By: Jonathan Baran

With the recent explosion of mobile technology, applications only possible in our imaginations can now be brought to the devices sitting in our pockets. If executed correctly, these apps have the potential to transform clinical practice.

Before embarking on a potentially expensive development process, however, it is important to ask some important questions. Below is a sampling of those questions.

Ideation and Vetting

What is the problem your app solves? Who has that problem?

It’s common in application vetting to see ideas without a clear focus or intended target customer. When determining the merit of an app idea, it’s important to have a clear idea of the problem and who has that problem. Without these important points, it’s easy to lose focus for the application.

At this early point in development, it’s important to ensure that your potential users do have the problem you’re tackling. To that end, try and talk with as many potential users about the problem you have determined. Conferences such as AMIA and Health 2.0 Conference are great venues, as they are full of potential customers for your app. After talking with users, it’s very common to discover that you do not fully understand the full extent of the problem, which may force you to change direction.

It’s important to ensure that the problem your app is solving is not just unique to you. A common trap people fall into is solving a problem which is actually not a problem or has already been solved more efficiently. This is why it’s important to get adequate feedback from people who have experienced the same problem.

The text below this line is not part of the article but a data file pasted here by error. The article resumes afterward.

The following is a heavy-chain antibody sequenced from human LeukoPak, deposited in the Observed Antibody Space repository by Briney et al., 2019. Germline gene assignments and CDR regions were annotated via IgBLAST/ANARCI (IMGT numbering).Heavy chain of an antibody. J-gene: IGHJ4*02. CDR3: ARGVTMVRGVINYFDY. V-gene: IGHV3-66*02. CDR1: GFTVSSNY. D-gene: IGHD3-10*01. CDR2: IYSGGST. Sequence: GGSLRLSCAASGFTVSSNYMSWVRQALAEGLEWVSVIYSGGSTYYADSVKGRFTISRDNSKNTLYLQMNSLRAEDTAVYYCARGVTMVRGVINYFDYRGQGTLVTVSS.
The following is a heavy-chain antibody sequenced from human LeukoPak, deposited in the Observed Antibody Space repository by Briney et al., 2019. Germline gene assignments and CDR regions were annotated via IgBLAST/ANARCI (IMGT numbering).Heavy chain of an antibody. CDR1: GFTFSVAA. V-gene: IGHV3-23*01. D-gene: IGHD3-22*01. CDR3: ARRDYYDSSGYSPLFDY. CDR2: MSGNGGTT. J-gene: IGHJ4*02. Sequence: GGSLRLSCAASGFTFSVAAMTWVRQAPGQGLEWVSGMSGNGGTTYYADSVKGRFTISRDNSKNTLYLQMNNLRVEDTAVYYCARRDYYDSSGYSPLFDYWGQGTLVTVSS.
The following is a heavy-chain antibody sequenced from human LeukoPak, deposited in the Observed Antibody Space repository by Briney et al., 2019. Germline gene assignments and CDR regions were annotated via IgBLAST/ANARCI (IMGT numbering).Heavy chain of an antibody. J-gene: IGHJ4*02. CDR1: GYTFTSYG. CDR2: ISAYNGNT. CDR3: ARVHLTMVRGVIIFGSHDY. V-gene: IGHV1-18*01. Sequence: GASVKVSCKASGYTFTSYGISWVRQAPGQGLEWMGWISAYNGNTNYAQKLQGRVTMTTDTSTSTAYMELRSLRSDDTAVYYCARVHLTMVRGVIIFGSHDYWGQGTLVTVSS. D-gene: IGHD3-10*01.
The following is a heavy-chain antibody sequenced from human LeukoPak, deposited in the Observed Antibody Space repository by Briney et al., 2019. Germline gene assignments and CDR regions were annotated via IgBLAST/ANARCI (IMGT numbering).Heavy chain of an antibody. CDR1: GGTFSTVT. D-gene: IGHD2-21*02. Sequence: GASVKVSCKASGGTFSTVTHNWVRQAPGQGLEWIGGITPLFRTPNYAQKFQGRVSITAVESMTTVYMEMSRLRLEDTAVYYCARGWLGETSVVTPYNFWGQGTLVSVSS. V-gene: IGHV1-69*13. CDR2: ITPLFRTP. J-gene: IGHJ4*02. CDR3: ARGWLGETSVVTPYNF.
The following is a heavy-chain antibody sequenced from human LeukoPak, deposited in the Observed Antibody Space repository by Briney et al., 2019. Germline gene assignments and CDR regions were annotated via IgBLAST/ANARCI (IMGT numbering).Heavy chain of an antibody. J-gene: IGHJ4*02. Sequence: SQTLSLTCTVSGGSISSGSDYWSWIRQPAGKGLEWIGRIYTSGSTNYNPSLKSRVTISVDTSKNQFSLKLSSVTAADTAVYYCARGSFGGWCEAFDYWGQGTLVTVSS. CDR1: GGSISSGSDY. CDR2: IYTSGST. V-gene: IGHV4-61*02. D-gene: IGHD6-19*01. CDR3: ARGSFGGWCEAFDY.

Does your app already exist? Why does it not exist?

Before jumping ahead with a new application, you should first determine if your application already exists, and if not, why. More than likely you’re not the first to think of this app idea. To determine if an application does exist, browsing through applications on the Apple App Store or the Android Market will probably suffice.

If the application does exist, determine what functionality could be added (or removed) from the original application to justify the creation of a new application.

It’s important to know what functionality is needed vs. what functionality is nice to have. Sometimes the best app ideas take other applications and make them simpler and more efficient. Other times, one additional feature makes a good app great.

If the application does not exist, determine why it does not. Has a new technology just been made available that makes a previously impossible application possible? Did someone previously try to make your app (or think about it), but then fail?

It’s important early on to determine which category your app falls into and strategize accordingly. The best way to find out if your app idea was attempted is by asking around. It might be that previously the app lacked a crucial feature or that the developers may have been too ambitious and tried to have their app do everything. It’s sometimes a fine line to walk between an app not doing enough, and an app doing too much.